The bat did respond well and Gasparini finished with a .227/.274/.355 line, though a late-season slump reduced what were quite promising numbers. Hitting .251 with 26 extra base hits and 16 stolen bases on July 31, Gasparini hit .143 the rest of the way, pilfering only two bases. However, the Italian cut well down on his strikeouts over the season, though his walk rate was the lowest since 2014.
“As much as I like playing shortstop…the outfield allows me to play more instinctively and more relaxed, which in turn, makes me less stressed out during the game and allows me to just go compete when I have my at bats. I enjoy both and, in a perfect world, I could play every position on the field any given day, but that’s just how it is right now. It has been, I think, a pretty smooth transition as far as moving to the outfield and if it’s a position where I can help my team win some games, that’s all I can ask for.”
Gasparini was much stronger in Lexington, perhaps no surprise given the distances involved in South Atlantic League travel. At home, Gasparini hit .244 with a .704 OPS, dropping to .211/.558 on the road.
“Even for how small-town Lexington may be, it’s way bigger than anything I was part of in Italy, so there’s that. Lexington has a really warm community as far as baseball goes,” noted Gasparini. “I was really fortunate to be hosted by host families in Lexington and I am really grateful to them.
“I enjoy Lexington; it is, like you said, a small town, and it allows for some quiet time away from the craziness that you could have in towns like in Double-A, Triple-A, or major league teams—of course, that’s a while from now—but it allows for you to stay focussed throughout the year and to just go the field every day with not much else to think about.”
Gasparini’s acceptance by the Kentucky city is, perhaps, unsurprising for a region known for its Southern charm, seen in its horse-racing Derby, mint juleps imbibed on wide front porches, and a slower pace of life. An Italian, though, is an oddity for any Southern sport, and Gasparini is the first-ever Italian to play in the South Atlantic League (‘The Sally’). The last Europeans to feature in the league were Daniel Arribas (The Netherlands; 2016) and Dovydas Neverauskas (Lithuania; 2014, 2015).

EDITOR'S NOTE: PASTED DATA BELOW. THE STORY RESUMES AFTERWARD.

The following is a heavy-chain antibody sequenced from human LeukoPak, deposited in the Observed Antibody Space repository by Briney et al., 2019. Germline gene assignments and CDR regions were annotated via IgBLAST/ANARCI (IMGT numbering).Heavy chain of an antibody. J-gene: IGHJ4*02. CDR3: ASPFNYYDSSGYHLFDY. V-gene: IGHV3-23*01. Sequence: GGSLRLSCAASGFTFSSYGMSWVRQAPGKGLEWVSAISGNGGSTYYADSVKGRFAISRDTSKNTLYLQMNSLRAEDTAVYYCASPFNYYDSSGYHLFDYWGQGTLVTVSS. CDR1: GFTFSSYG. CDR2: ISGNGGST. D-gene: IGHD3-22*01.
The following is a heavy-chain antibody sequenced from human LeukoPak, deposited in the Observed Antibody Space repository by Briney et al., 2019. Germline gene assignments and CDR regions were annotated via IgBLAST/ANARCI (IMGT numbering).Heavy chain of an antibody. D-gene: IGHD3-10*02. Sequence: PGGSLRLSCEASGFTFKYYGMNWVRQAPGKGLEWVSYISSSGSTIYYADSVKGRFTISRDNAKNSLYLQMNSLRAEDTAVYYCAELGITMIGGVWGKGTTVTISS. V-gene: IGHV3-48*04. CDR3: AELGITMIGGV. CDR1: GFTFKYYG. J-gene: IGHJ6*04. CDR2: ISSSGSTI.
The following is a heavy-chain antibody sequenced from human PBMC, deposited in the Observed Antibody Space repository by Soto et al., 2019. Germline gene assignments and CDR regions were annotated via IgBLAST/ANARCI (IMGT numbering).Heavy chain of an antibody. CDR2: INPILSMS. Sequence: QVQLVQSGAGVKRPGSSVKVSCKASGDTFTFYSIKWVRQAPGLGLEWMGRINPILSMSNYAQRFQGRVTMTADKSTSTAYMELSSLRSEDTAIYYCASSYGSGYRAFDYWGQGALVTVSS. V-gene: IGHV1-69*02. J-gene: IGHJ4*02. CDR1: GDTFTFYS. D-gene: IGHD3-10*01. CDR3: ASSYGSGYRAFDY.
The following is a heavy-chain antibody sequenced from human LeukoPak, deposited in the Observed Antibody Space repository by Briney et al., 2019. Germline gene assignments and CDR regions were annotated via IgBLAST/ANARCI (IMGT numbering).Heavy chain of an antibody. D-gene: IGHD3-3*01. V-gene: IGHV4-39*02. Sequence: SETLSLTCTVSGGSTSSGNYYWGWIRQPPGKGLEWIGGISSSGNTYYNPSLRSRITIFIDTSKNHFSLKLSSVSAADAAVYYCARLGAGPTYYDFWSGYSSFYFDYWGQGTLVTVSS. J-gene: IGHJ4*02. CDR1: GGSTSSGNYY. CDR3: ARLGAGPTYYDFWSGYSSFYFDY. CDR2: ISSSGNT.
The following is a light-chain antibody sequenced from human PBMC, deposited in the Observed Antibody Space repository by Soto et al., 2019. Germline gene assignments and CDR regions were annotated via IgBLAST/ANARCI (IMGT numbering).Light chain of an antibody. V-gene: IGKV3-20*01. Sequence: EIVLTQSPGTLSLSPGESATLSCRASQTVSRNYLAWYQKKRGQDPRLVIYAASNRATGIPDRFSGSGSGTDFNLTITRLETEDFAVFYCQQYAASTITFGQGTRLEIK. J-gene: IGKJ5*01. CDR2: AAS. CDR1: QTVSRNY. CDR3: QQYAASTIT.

“There are the so-called hooligans—but they would be a lot milder than what we have in Europe as far as crazy sports fanatics—but a few stadiums have so-called ‘super fans’ that really try and get in players’ minds and try to mess with them,” observed Gasparini. “Their whole selling point with me is to have jokes about me being Italian. At the same time, they can say stuff, but people don’t really know much about Italy, so it ends up being silly, so it’s not something I end up worrying about most of the time.
That level-headed attitude is evident in everything about Gasparini’s demeanour and posture, which suggests a player who understands his skills and knows what it will take to reach his goals. Only a few months out of his teenage years, Gasparini’s bearing feels more like a veteran’s as he listens thoughtfully to my questions and replies clearly and stoically. Asked about being the face of Italian baseball to Americans, it is clear he has often considered the idea, but feels at peace with it.
“Well, of course I care about it. Being still in the minor leagues, I do feel like I have a responsibility, but at the same time it’s not something I can think about, because the only way I can improve my game is to focus on a single thing at time and that is myself rather than holding the weight of a whole continent on my shoulder, which is not really helpful.”
Gasparini mentions Alex Liddi, the first native Italian to make the big leagues, and it hits me that Liddi, now 29, is hardly a contemporary of Gasparini’s, but a trailblazer. I asked whether the San Remo native was someone to whom he looked up and whether he would expect to be regarded as the new face of Italian baseball upon his debut in the majors.
“Well, of course I look up to Alex,” replied Liddi quickly. “I got to know him a little bit while he was playing for us [the Royals] a few years ago and I know he is playing in Mexico.
“If it wasn’t for his story and the story of [Cubs’ minor league catcher Alberto] Mineo, for example, I wouldn’t have discovered the possibility of coming here to the United States, so I do owe him a lot because of that. He was an inspiration for me as a young boy back in Italy to pursue the career that I have pursued. Once I get to the major leagues that is something that other people are going to give to me if they choose to; my job at that point would be to do my best to help the team compete and stick at the level.”
Aside from his own future, Gasparini obviously spends a lot of time thinking about his nation’s baseball fortunes. He also did not shy away from subtly commenting on the reliance on Italian-American players in the World Baseball Classic.
“There are the Olympics to look forward to as well [as the WBC] and my biggest wish at this point would be to have an Italian team that can compete with Italian players. There are more and more of us springing up from Italy and into the United States’ competitive scene and I think that it would be a true Italian result if we can compete at the Olympics and the next World Baseball Classic with mostly Italian players.”
In addition to international tournaments, Gasparini was familiar with the sections of the new Collective Bargaining Agreement (CBA) that could affect major league games in Italy in the future. We broke down the CBA and what it means for European baseball as soon as it was released by MLB (link).